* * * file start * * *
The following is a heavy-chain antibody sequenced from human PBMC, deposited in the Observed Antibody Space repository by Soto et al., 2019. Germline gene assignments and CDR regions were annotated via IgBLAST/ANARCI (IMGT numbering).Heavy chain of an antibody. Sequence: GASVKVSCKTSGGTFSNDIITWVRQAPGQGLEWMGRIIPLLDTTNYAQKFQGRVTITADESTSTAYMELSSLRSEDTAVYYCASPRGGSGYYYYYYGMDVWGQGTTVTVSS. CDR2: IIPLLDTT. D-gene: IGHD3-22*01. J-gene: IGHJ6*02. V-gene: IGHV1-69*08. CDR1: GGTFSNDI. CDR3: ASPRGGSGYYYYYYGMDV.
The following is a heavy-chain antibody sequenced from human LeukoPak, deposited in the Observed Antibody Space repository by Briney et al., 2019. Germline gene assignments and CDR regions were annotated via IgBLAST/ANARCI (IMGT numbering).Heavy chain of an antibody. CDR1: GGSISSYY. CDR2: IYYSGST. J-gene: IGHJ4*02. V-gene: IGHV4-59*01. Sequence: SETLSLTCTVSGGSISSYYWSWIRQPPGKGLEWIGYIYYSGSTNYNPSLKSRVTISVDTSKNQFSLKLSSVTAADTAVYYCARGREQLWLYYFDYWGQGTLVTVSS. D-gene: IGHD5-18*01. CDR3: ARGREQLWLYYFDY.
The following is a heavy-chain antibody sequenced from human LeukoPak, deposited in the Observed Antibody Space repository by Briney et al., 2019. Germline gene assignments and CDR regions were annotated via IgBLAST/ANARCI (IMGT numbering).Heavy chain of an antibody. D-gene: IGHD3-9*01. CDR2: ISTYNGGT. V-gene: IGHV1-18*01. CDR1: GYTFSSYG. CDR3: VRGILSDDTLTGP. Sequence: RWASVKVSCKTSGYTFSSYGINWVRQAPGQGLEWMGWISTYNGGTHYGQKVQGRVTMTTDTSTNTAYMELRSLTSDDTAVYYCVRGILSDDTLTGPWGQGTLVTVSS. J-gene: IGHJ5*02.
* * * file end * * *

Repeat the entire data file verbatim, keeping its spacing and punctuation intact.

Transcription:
The following is a heavy-chain antibody sequenced from human PBMC, deposited in the Observed Antibody Space repository by Soto et al., 2019. Germline gene assignments and CDR regions were annotated via IgBLAST/ANARCI (IMGT numbering).Heavy chain of an antibody. Sequence: GASVKVSCKTSGGTFSNDIITWVRQAPGQGLEWMGRIIPLLDTTNYAQKFQGRVTITADESTSTAYMELSSLRSEDTAVYYCASPRGGSGYYYYYYGMDVWGQGTTVTVSS. CDR2: IIPLLDTT. D-gene: IGHD3-22*01. J-gene: IGHJ6*02. V-gene: IGHV1-69*08. CDR1: GGTFSNDI. CDR3: ASPRGGSGYYYYYYGMDV.
The following is a heavy-chain antibody sequenced from human LeukoPak, deposited in the Observed Antibody Space repository by Briney et al., 2019. Germline gene assignments and CDR regions were annotated via IgBLAST/ANARCI (IMGT numbering).Heavy chain of an antibody. CDR1: GGSISSYY. CDR2: IYYSGST. J-gene: IGHJ4*02. V-gene: IGHV4-59*01. Sequence: SETLSLTCTVSGGSISSYYWSWIRQPPGKGLEWIGYIYYSGSTNYNPSLKSRVTISVDTSKNQFSLKLSSVTAADTAVYYCARGREQLWLYYFDYWGQGTLVTVSS. D-gene: IGHD5-18*01. CDR3: ARGREQLWLYYFDY.
The following is a heavy-chain antibody sequenced from human LeukoPak, deposited in the Observed Antibody Space repository by Briney et al., 2019. Germline gene assignments and CDR regions were annotated via IgBLAST/ANARCI (IMGT numbering).Heavy chain of an antibody. D-gene: IGHD3-9*01. CDR2: ISTYNGGT. V-gene: IGHV1-18*01. CDR1: GYTFSSYG. CDR3: VRGILSDDTLTGP. Sequence: RWASVKVSCKTSGYTFSSYGINWVRQAPGQGLEWMGWISTYNGGTHYGQKVQGRVTMTTDTSTNTAYMELRSLTSDDTAVYYCVRGILSDDTLTGPWGQGTLVTVSS. J-gene: IGHJ5*02.